Skip to main content

You just threw a donut in the hot zone!

Den of Thieves
(2018)

(SPOILERS) I'd heard this was a shameless Heat rip-off, and the presence of Gerard Butler seemed to confirm it would be passable-at-best B-heist hokum, so maybe it was just middling expectations, even having heard how enthused certain pockets of the Internet were, but Den of Thieves is a surprisingly very satisfying entry in the genre. I can't even fault it for attempting to Keyser Soze the whole shebang at the last moment – add a head in a box and you have three 1995 classics in one movie – even if that particular conceit doesn’t quite come together.


Part of that final-hurdle falter is simply that O'Shea Jackson Jr, talented as he is, is no Kevin Spacey. Which I'm sure he’ll be relieved to hear. When it comes to donning a fake beard and approximating an English accent, as he's required to in order to set up his next job, this master planner isn't going to convince anyone who isn't both partially sighted and in desperate need of a hearing aid. Still, The Usual Suspects sleight of narrative performed by writer-director Christian Gudegast (Paul Scheuring also gets a story credit) is an appealing one in basic form, and at least explains why Jackson Jr's Donnie Wilson was being trusted with not only getaway driving but also the key moves within the Federal Reserve building.


That central heist delivers the more impressive narrative fake outs, however, via the magician's trick of misdirecting your audience. In this case, it's robbing a savings and loan, waiting for the cops to arrive, and escaping via the sewers to enact the main affair while demands are being slowly met. Gudegast doesn't have a Michael Mann budget for enormous set pieces – or, let's face it, the elegance – but what he has, he uses incredibly well.


He's also aided immensely by Pablo Schreiber as Ray Merrimen, the leader of the crew and presumed brains behind the operation. Schreiber's a standout – or high point – in whatever he appears, from The Wire to 13 Hours to American Gods, but this is just the kind of magnetic antagonist that could catapult him to proper leads (although, I suspect he’s too much of a character actor to take to standard hero offers). There isn't a lot to Merrimen, but Schreiber inhabits him so fully, there seems like more.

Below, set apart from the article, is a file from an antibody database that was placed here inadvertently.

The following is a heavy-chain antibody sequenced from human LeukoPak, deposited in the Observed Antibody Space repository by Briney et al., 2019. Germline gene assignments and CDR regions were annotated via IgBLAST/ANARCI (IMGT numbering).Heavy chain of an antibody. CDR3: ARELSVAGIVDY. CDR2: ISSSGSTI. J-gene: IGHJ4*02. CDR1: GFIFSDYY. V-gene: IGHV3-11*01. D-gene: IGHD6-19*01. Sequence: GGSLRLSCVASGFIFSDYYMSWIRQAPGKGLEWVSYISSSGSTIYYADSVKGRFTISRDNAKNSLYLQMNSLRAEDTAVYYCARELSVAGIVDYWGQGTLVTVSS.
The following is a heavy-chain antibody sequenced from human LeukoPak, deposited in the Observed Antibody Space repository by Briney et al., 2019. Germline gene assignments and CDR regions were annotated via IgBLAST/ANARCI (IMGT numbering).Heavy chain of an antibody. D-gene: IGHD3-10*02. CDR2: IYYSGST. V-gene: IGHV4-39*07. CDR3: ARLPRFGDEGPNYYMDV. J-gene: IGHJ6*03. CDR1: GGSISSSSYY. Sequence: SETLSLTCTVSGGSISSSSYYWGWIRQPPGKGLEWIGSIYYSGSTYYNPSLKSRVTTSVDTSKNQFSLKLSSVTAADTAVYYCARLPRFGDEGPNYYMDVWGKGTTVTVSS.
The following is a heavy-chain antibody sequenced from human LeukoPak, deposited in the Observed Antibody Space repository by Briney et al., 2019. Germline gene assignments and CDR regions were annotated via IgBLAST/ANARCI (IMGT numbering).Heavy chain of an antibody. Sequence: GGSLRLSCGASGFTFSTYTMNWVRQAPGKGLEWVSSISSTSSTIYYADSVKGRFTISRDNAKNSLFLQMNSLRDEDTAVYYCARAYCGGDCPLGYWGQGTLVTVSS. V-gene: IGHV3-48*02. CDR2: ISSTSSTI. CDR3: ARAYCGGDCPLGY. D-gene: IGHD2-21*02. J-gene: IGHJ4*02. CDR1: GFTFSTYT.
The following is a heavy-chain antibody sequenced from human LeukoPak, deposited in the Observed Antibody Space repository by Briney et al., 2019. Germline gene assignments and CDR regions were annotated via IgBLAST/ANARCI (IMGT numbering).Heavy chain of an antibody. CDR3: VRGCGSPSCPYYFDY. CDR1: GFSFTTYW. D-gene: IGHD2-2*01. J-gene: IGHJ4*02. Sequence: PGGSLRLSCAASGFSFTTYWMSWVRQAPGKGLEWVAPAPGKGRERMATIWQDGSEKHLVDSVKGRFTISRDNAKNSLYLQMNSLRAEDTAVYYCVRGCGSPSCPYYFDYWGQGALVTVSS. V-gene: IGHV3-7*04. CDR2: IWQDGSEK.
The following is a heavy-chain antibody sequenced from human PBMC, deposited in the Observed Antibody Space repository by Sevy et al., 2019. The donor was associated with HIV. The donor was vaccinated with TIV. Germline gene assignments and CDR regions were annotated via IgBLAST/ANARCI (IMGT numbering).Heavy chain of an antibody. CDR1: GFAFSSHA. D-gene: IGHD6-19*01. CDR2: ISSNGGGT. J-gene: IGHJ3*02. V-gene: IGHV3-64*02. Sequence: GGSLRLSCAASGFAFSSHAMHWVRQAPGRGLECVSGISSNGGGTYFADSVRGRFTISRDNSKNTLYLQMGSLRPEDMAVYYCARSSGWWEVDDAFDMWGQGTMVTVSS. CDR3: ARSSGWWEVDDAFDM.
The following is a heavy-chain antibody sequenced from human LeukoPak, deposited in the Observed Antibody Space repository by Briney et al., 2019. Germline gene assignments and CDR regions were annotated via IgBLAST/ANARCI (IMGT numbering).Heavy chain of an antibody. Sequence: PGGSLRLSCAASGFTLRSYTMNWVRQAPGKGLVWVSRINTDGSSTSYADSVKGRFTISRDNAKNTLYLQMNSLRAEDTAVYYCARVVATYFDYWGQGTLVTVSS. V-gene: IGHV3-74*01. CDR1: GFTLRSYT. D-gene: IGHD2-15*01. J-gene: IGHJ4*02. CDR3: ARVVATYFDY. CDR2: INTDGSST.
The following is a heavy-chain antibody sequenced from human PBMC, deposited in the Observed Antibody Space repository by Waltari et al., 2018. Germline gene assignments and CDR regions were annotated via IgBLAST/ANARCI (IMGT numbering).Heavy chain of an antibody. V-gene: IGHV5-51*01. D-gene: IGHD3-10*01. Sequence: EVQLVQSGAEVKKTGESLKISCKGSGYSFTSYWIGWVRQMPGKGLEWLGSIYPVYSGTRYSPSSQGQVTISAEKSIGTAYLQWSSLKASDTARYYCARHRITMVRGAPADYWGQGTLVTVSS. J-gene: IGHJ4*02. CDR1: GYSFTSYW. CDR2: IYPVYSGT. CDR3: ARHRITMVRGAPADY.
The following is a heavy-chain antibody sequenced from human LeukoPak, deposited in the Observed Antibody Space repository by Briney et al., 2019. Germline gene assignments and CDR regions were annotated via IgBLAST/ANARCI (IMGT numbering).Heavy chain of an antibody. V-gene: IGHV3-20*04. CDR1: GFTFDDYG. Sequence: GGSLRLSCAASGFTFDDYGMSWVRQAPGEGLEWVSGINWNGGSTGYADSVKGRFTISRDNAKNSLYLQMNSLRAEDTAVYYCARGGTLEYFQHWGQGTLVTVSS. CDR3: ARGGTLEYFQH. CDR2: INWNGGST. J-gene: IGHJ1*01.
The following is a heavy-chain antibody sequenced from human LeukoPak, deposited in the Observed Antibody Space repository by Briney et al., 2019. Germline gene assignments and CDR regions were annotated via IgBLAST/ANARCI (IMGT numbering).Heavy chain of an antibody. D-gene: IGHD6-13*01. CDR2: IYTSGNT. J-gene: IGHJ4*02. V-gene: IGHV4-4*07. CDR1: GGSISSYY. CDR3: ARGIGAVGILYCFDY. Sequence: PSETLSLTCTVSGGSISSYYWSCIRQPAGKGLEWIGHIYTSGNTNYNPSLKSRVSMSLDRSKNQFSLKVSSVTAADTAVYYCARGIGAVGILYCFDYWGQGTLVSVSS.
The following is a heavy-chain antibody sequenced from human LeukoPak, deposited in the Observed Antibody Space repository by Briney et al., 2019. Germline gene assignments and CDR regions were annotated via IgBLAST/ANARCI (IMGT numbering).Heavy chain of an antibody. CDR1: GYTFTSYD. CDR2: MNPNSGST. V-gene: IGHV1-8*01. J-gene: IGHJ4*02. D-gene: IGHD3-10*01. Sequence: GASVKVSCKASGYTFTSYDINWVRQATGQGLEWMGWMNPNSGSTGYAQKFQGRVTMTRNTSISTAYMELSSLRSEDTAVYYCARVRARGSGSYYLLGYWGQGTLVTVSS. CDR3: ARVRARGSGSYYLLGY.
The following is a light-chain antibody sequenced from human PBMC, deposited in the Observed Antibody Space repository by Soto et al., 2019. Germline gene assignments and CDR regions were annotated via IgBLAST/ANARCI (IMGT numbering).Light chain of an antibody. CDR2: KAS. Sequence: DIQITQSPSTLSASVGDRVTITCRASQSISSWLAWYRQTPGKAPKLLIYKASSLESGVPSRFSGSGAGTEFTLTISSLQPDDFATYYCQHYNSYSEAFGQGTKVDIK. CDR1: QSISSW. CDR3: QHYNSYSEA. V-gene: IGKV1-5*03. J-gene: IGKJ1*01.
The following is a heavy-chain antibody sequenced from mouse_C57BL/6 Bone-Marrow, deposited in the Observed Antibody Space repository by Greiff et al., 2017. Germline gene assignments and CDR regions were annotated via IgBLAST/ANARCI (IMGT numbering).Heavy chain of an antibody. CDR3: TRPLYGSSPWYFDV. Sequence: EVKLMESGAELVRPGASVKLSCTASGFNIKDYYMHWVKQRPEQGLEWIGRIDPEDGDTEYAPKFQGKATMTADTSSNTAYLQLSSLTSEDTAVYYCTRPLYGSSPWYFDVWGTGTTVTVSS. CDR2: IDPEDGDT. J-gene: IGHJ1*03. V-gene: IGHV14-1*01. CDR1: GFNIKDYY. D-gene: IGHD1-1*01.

I say antagonist, but that’s only by dint of profession. He's a lot more sympathetic than our hero, scuzzy, bedraggled, wife-beater-sporting scumbag Big Nick O'Brien (Gerard Butler). He's the head of Major Crimes and out to make Al Pacino's Heat character seem like a boy scout. He's an altogether unpleasant guy, and not just because he's prone to picking the one blood-unsplattered donut from a crime scene following a particularly heavy night ("You just threw a donut in the hot zone!" yells the FBI ballbreaker who comes to begrudgingly respect his methods). Nick's an apha bully, a cheating husband, and carries around a general air of seedy repulsiveness (you expect his kids to shrink from his embrace with a "Daddy, you smell bad!"). Butler's a decent actor, but not such a charisma machine that he can make Nick likeable. That's an imbalance that makes the movie more effective, though (one wonders how many rough edges will be worn off for the sequel).